About Abuse

Sexual Assault / Rape

Updated: 
February 17, 2017

What are my options for filing a complaint?

The path to seeking “justice” after a sexual assault can look different for every victim. Some people may choose to pursue criminal charges, file civil lawsuits for money damages, file for civil protection orders, and/or file complaints with their universities or other educational institution. Other victims may choose not to pursue any of these options. In addition to finding a sense of justice, victims of sexual assault may also want information about caring for their own emotional well-being and working towards recovering from the trauma they have experienced. Any of the below options can be pursued independently or possibly at the same time.

Criminal charges:

Some victims of sexual violence may wish to have the prosecutor press criminal charges against the person(s) who victimized them. The criminal process usually begins with a victim reporting the incident to police and the prosecutor will determine whether or not there is enough evidence to start a criminal case. Each state defines crimes of sexual violence, including rape and sexual assault, differently and has different statutes of limitation. You can look up the crimes in your specific state on our Crimes page.

The Rape, Abuse & Incest National Network (RAINN) provides information on how to report to law enforcement and what to expect from a criminal trial, which may help you decide whether or not to file a report. If you need legal assistance, you can find legal resources for your specific state on our Finding a Lawyer page. Additionally, the organization Know Your IX has a list of free and pro bono legal resources that may be able to help you.

Civil lawsuit for money damages:

Some survivors of sexual violence may choose to file a civil lawsuit for money damages against perpetrator(s) of sexual violence. Unlike a criminal investigation, a civil suit is a private legal action that you initiate. Civil actions generally require a lower standard of proof (preponderance of the evidence) than criminal cases (beyond a reasonable doubt). You may wish to initiate a civil suit to seek compensatory damages (money for the damages or injuries you sustained as a result of the sexual assault) and possibly punitive damages, which are aimed at punishing the defendant.

Civil suits may take years to resolve, and there is no guarantee you will win. However, some survivors may prefer civil suits over a criminal trial. The Washington Coalition of Sexual Assault Programs has compiled a survivor’s guide to filing a civil lawsuit, which provides more information on civil lawsuits and their pros and cons. If you need legal assistance in filing a civil lawsuit, you can look for your state bar association’s legal referral service for private attorneys on our Finding a Lawyer page. Additionally, the organization Know Your IX has a list of free and pro bono legal resources that may be able to help you.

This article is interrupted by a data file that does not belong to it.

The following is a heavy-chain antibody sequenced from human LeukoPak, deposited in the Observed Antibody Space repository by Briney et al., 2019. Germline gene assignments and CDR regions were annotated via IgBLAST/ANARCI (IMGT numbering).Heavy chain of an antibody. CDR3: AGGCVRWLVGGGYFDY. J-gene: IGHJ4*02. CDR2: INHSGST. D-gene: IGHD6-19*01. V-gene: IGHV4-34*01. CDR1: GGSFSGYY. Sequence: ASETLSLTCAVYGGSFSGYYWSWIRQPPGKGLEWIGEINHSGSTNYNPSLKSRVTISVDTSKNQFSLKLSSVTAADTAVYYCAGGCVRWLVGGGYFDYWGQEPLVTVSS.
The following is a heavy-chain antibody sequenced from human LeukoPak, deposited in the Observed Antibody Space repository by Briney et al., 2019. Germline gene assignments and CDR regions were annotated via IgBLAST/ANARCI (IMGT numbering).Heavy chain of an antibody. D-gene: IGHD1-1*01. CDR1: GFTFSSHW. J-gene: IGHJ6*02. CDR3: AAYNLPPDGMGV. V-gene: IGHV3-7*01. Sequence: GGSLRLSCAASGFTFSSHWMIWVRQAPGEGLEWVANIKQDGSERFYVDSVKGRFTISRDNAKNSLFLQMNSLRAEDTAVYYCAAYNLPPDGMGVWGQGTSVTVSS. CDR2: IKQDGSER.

Civil protection order:

Sexual assault victims may choose to file for a civil protection order as one measure of protection to try to keep the perpetrator away and to prohibit any contact. Usually, an applicant for a protection order can get an immediate, temporary order issued (ex parte) and then there will be a hearing at which the perpetrator has the right to be present to defend against the order being issued. To read about the protection order options in your state, go to our Restraining Orders page.

Complaints at educational institutions:

Numerous federal laws require that educational institutions, including local school districts, post-secondary institutions, charter schools, for-profit schools, libraries and museums take steps to both prevent sexual violence as well as address complaints of sexual violence. If you are enrolled in school and you report an allegation of sexual assault to the school, federal law requires that your school have stated policies and procedures of handling allegations of sexual violence, including a process to investigate and discipline reported perpetrators of sexual violence. An educational institution that you are attending and to which you have reported a sexual assault is also required to provide you with emotional, medical, and academic assistance and accommodations in the wake of a reported instance of sexual violence.

Survivors may choose to file complaints with their educational institutions when they want a relatively fast resolution (compared to a civil or criminal case) or if they do not want to go through the criminal justice system. Educational institutions are required to resolve complaints of sexual violence within months and are required to provide intermediary measures like no-contact orders between the victim and the perpetrator. However, the level of skill and compassion with which the institution handles the allegation of sexual assault, the training provided to those in charge, and the seriousness of the punishment for the perpetrator can vary greatly between schools. The organization Know Your IX may be a helpful resource to help you decide whether to file a complaint with your educational institution. You may also consider talking to an advocate, lawyer or counselor to help you decide whether to file a complaint with your school.

For more information on Title IX and sexual assaults on campus, see our What if I am sexually assaulted at school? page.